Wednesday, July 30, 2014

Post-post Festival Acknowledgements

Better late than never! The Friends of Stillwater NWR would like to post this belated but sincere THANK YOU! to all who helped make the 2014 Spring Wings Festival a success!

We had the most exhibitors attend in several years, and they attracted a large crowd of families who enjoyed learning and discovering about the natural resources and great outdoor opportunities in our area.

Thanks goes to the dedicated volunteers who helped set up and take down the event, drove the vans, birded with guests, presented educational talks and staffed the registration/sales tables.

Most of all, we would like to express our appreciation to those who support the Festival by attending the talks, tours, exhibits and becoming members of the Friends of SNWR.  Without your interest and enthusiasm this event would not have been possible for this 17th year!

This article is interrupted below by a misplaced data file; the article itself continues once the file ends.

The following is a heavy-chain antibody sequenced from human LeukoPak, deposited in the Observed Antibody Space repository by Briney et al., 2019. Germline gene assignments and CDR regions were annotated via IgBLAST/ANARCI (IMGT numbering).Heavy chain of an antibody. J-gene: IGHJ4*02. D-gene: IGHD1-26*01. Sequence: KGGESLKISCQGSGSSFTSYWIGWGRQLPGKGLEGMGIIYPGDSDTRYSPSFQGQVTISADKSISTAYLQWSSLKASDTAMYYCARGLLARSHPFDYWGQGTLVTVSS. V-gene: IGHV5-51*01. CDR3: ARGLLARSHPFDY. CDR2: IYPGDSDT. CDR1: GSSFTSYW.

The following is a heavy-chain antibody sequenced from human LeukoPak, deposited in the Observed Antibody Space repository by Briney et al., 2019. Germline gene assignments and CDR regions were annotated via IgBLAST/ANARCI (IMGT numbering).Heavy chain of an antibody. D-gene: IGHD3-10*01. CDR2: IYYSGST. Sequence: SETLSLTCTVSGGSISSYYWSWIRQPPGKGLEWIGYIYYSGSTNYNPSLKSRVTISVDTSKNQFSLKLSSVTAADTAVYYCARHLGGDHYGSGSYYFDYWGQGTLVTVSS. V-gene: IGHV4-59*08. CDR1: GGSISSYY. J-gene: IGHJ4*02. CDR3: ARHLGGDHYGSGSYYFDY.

We look forward to having you become involved with the Friends, and please feel free to contact us with your ideas and thoughts for the Festival and other programs.  We will post on this site and contact those we have emails to let you know when the planning begins for the 2015 event.

Some amazing artwork made with feathers!

The art Chris Maynard has created with feathers impressed us so much, we thought we'd share it with you. Here's the link: Incredible Artwork with Feathers

feather cutting art by chris maynard featherfolio (1)
Sample of Maynard's artwork

An Interesting Read...

Click on this link for an interesting read on a review of the naturalist Joel Greenberg's book about why the passenger pigeon became extinct written this week in The New Yorker: Passenger Pigeon
 
In his new book about the passenger pigeon, the naturalist Joel Greenberg sets out to answer a puzzling question: How could the bird go from a population of billions to zero in less than fifty years?

Tuesday, July 29, 2014

An interesting article about a fascinating bird

We came across this article in Audubon Magazine about the troubles the roseate spoonbill population is experiencing in the Florida Everglades. Just thought we'd share:

http://www.audubonmagazine.org/articles/birds/roseate-spoonbills-send-warning-signs-about-florida-everglades